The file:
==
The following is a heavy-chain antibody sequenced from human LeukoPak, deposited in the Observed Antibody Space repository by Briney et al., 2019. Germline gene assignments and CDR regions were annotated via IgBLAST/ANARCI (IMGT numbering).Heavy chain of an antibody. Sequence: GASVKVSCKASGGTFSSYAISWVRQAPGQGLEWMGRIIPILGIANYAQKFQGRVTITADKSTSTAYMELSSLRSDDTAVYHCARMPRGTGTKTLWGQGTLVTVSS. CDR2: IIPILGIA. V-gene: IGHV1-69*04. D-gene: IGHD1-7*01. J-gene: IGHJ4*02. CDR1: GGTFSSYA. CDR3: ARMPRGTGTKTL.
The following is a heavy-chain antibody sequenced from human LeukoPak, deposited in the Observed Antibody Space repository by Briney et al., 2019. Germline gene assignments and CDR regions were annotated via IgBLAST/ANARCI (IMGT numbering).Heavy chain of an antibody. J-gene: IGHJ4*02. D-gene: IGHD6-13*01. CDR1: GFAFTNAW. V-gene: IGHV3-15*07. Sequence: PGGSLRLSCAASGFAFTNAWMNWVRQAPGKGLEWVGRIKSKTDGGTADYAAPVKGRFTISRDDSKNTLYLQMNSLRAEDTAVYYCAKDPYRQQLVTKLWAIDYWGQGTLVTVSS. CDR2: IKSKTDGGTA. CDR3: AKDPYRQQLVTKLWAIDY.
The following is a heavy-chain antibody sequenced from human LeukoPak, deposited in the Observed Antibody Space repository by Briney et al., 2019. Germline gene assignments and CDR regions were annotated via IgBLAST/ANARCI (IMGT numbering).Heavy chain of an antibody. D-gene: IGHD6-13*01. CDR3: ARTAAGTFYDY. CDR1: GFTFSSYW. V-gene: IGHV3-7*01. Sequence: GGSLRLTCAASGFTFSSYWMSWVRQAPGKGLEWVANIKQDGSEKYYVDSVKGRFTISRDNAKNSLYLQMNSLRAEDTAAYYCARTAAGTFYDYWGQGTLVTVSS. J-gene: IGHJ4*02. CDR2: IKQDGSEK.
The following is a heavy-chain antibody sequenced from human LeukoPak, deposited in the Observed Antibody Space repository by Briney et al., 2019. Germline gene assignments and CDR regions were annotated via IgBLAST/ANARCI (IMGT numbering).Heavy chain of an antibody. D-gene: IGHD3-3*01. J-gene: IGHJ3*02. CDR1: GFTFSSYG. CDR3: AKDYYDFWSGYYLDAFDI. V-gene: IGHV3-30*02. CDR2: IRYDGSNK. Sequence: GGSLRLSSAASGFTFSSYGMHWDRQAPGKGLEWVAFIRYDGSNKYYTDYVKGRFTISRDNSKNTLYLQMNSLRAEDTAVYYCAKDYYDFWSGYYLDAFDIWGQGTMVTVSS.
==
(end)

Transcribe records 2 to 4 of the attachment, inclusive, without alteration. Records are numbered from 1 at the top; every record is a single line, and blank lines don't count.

The following is a heavy-chain antibody sequenced from human LeukoPak, deposited in the Observed Antibody Space repository by Briney et al., 2019. Germline gene assignments and CDR regions were annotated via IgBLAST/ANARCI (IMGT numbering).Heavy chain of an antibody. J-gene: IGHJ4*02. D-gene: IGHD6-13*01. CDR1: GFAFTNAW. V-gene: IGHV3-15*07. Sequence: PGGSLRLSCAASGFAFTNAWMNWVRQAPGKGLEWVGRIKSKTDGGTADYAAPVKGRFTISRDDSKNTLYLQMNSLRAEDTAVYYCAKDPYRQQLVTKLWAIDYWGQGTLVTVSS. CDR2: IKSKTDGGTA. CDR3: AKDPYRQQLVTKLWAIDY.
The following is a heavy-chain antibody sequenced from human LeukoPak, deposited in the Observed Antibody Space repository by Briney et al., 2019. Germline gene assignments and CDR regions were annotated via IgBLAST/ANARCI (IMGT numbering).Heavy chain of an antibody. D-gene: IGHD6-13*01. CDR3: ARTAAGTFYDY. CDR1: GFTFSSYW. V-gene: IGHV3-7*01. Sequence: GGSLRLTCAASGFTFSSYWMSWVRQAPGKGLEWVANIKQDGSEKYYVDSVKGRFTISRDNAKNSLYLQMNSLRAEDTAAYYCARTAAGTFYDYWGQGTLVTVSS. J-gene: IGHJ4*02. CDR2: IKQDGSEK.
The following is a heavy-chain antibody sequenced from human LeukoPak, deposited in the Observed Antibody Space repository by Briney et al., 2019. Germline gene assignments and CDR regions were annotated via IgBLAST/ANARCI (IMGT numbering).Heavy chain of an antibody. D-gene: IGHD3-3*01. J-gene: IGHJ3*02. CDR1: GFTFSSYG. CDR3: AKDYYDFWSGYYLDAFDI. V-gene: IGHV3-30*02. CDR2: IRYDGSNK. Sequence: GGSLRLSSAASGFTFSSYGMHWDRQAPGKGLEWVAFIRYDGSNKYYTDYVKGRFTISRDNSKNTLYLQMNSLRAEDTAVYYCAKDYYDFWSGYYLDAFDIWGQGTMVTVSS.